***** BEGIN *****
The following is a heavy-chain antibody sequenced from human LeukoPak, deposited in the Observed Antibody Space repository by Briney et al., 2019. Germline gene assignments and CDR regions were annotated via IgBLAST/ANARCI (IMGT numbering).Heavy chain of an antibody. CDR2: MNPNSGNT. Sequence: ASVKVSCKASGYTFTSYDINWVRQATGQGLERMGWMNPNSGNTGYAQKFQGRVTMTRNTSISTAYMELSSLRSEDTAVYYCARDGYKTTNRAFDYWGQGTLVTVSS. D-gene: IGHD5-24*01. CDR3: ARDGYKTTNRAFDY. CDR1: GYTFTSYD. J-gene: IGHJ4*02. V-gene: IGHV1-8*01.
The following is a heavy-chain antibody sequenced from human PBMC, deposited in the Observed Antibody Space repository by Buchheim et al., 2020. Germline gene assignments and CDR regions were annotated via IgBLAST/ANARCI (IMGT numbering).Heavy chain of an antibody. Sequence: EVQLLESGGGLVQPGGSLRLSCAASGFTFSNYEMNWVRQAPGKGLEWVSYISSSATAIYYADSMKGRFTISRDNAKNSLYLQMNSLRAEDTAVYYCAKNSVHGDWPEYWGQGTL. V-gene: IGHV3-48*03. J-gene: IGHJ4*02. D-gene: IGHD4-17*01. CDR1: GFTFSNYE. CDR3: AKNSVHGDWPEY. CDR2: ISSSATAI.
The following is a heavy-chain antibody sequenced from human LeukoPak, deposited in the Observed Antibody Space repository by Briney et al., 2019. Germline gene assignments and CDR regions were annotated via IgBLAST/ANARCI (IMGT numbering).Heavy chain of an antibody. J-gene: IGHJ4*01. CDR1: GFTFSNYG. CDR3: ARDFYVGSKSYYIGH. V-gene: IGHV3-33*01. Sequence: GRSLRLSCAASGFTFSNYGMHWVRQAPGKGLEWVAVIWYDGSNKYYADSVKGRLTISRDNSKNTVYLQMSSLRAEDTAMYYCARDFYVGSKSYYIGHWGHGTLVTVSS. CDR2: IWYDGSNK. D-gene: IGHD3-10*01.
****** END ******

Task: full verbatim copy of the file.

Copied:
The following is a heavy-chain antibody sequenced from human LeukoPak, deposited in the Observed Antibody Space repository by Briney et al., 2019. Germline gene assignments and CDR regions were annotated via IgBLAST/ANARCI (IMGT numbering).Heavy chain of an antibody. CDR2: MNPNSGNT. Sequence: ASVKVSCKASGYTFTSYDINWVRQATGQGLERMGWMNPNSGNTGYAQKFQGRVTMTRNTSISTAYMELSSLRSEDTAVYYCARDGYKTTNRAFDYWGQGTLVTVSS. D-gene: IGHD5-24*01. CDR3: ARDGYKTTNRAFDY. CDR1: GYTFTSYD. J-gene: IGHJ4*02. V-gene: IGHV1-8*01.
The following is a heavy-chain antibody sequenced from human PBMC, deposited in the Observed Antibody Space repository by Buchheim et al., 2020. Germline gene assignments and CDR regions were annotated via IgBLAST/ANARCI (IMGT numbering).Heavy chain of an antibody. Sequence: EVQLLESGGGLVQPGGSLRLSCAASGFTFSNYEMNWVRQAPGKGLEWVSYISSSATAIYYADSMKGRFTISRDNAKNSLYLQMNSLRAEDTAVYYCAKNSVHGDWPEYWGQGTL. V-gene: IGHV3-48*03. J-gene: IGHJ4*02. D-gene: IGHD4-17*01. CDR1: GFTFSNYE. CDR3: AKNSVHGDWPEY. CDR2: ISSSATAI.
The following is a heavy-chain antibody sequenced from human LeukoPak, deposited in the Observed Antibody Space repository by Briney et al., 2019. Germline gene assignments and CDR regions were annotated via IgBLAST/ANARCI (IMGT numbering).Heavy chain of an antibody. J-gene: IGHJ4*01. CDR1: GFTFSNYG. CDR3: ARDFYVGSKSYYIGH. V-gene: IGHV3-33*01. Sequence: GRSLRLSCAASGFTFSNYGMHWVRQAPGKGLEWVAVIWYDGSNKYYADSVKGRLTISRDNSKNTVYLQMSSLRAEDTAMYYCARDFYVGSKSYYIGHWGHGTLVTVSS. CDR2: IWYDGSNK. D-gene: IGHD3-10*01.